As mentioned in the beginning, PARIS is not a "plug it in, go to work" DAW. There are numerous features that would take pages to detail. PARIS is one of those systems that will continue to unveil its power for months after you’ve started working on it. But this is not to say that the PARIS is tough to learn. If you have just a little experience with DAWs, the PARIS will be rather easy to get started on. It’s utilizing the full power of this system that will take some time. For radio production, there are more features than the average user will need. But for the “power user,” PARIS comes ready to keep you in tweak heaven and handle every task at hand. What was most pleasing with regards to the power of the PARIS was the price tag. As inexpensive as PCs are these days, for under $5,000, you can have a DAW that easily stacks up against the high end disk-based systems. Check the prices on DAWs that come with a controller as elaborate as the Control 16, and you’ll see the gap between the price tags.
I was surprised to find there was no audio scrub, even though the data/jog wheel looks like that’s what it was put there for. Talking with Ensoniq, it turns out several people have requested this function, and it is currently under development for a future version. This will be a big plus for the system, mainly for editing voice tracks. When editing music, with the aid of the grid functions, audio scrub is not as necessary to perform accurate edits. Another feature I thought was lacking was a simple waveform edit window. When I first started playing with the system, I intuitively double-clicked objects hoping to see an “Edit Window” appear with basic cut and paste edit functions, and perhaps some DSP functions as well. As it turns out, Ensoniq reports that this is also in the plans for a future version. With the version used for this review (Version 1.55), double clicking an object does nothing. I’d say that’s a very standard mouse function just waiting for something to be attached to it! Other than these two things, I found PARIS to be a fun and powerful system to work with. With the DSP card handling most of the processing, the system ran quite smoothly without long delays or sluggish editing behavior. This is a system that can handle the projects in a busy radio production studio, and it makes a very nice and affordable system for that back bedroom!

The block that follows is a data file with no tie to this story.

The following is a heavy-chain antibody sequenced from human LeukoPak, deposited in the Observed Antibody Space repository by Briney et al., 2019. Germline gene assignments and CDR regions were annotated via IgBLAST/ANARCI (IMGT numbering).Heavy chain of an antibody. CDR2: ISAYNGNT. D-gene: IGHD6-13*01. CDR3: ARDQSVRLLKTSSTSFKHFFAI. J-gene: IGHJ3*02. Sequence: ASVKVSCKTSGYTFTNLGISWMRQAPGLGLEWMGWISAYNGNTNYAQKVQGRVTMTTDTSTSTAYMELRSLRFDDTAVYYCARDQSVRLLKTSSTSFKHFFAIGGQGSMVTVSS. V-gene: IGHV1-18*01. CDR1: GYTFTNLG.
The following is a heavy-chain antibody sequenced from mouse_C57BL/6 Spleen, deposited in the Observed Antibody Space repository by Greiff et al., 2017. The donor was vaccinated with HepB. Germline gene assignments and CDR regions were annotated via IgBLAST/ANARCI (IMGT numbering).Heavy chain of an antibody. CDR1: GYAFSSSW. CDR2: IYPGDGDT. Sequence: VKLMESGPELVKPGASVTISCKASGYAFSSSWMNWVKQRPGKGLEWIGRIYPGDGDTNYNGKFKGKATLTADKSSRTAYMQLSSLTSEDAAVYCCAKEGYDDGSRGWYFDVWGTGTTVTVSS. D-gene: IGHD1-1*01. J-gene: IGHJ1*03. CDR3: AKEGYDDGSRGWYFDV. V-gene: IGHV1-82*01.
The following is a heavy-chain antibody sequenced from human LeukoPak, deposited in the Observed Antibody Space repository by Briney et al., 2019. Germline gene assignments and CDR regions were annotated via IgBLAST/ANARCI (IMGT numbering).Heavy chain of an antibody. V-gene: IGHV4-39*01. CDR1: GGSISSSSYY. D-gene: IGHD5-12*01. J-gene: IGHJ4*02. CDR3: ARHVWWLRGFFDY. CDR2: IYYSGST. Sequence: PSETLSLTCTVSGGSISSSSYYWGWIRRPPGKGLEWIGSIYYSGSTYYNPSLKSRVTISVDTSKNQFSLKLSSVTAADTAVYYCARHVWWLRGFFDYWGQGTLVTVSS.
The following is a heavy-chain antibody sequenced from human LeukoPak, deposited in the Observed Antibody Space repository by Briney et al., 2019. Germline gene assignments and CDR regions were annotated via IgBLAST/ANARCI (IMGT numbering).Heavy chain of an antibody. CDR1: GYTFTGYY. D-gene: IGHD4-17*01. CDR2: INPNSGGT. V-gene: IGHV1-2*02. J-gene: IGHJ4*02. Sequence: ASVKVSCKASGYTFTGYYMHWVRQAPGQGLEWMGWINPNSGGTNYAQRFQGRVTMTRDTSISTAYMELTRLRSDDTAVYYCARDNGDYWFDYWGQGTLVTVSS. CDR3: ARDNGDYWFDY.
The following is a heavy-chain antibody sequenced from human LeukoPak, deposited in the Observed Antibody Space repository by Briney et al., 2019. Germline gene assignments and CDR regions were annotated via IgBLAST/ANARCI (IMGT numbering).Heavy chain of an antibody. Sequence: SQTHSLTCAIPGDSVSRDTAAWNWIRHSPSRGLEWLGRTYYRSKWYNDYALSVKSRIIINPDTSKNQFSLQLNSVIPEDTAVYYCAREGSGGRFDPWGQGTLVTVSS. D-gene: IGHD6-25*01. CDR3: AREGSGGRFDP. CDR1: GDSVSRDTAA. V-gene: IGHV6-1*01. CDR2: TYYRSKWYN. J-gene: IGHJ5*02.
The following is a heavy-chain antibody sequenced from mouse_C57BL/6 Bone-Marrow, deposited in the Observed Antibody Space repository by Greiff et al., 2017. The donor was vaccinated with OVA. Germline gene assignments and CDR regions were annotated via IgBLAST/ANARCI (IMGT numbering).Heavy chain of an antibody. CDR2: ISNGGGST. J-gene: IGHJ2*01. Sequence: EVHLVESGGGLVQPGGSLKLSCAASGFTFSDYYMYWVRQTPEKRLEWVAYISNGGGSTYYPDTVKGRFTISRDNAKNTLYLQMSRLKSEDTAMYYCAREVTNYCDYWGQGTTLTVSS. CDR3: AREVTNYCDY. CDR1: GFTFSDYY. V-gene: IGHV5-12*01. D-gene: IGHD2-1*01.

As of this writing, Ensoniq has released Version 1.8. The new software now supports third party Direct-X and VST plug-ins for PC and VST plug-ins for Mac. The new version also offers multi-card support, which enables PARIS to record or play back up to 32 channels of 16-bit or 24-bit audio simultaneously. There are several other new features in version 1.8, and it’s obvious that Ensoniq intends to take the PARIS and run all the way with it. Version 2.0 slated for winter 98/99 plans to include the aforementioned scrubbing and waveform editing features as well as other improvements and features.
Some of the items on the options menu include the ADI ADAT Optical Digital Interface with ADAT Sync ($499) which features full ADAT compatibility and includes two ADAT multi-channel fiber optic connectors, (8 channels IN and 8 channels OUT), plus a single 9-pin D-type synchronization connector. The EDS-ADI allows sample-synchronous digital transfers of up to 8 channels of audio data to and from a chain of up to 16 ADATs. The EDS-D2 AES/EBU MEC Module (target release, December 1998) offers 2 XLR connectors capable of sending or receiving up to four channels of AES/EBU digital audio to or from PARIS. Patching and signal routing to and from the EDS-D2 is accomplished from the Patch Bay Window. An optional sample rate converter is available allowing two of the four channels to apply sample rate conversion to the digital audio.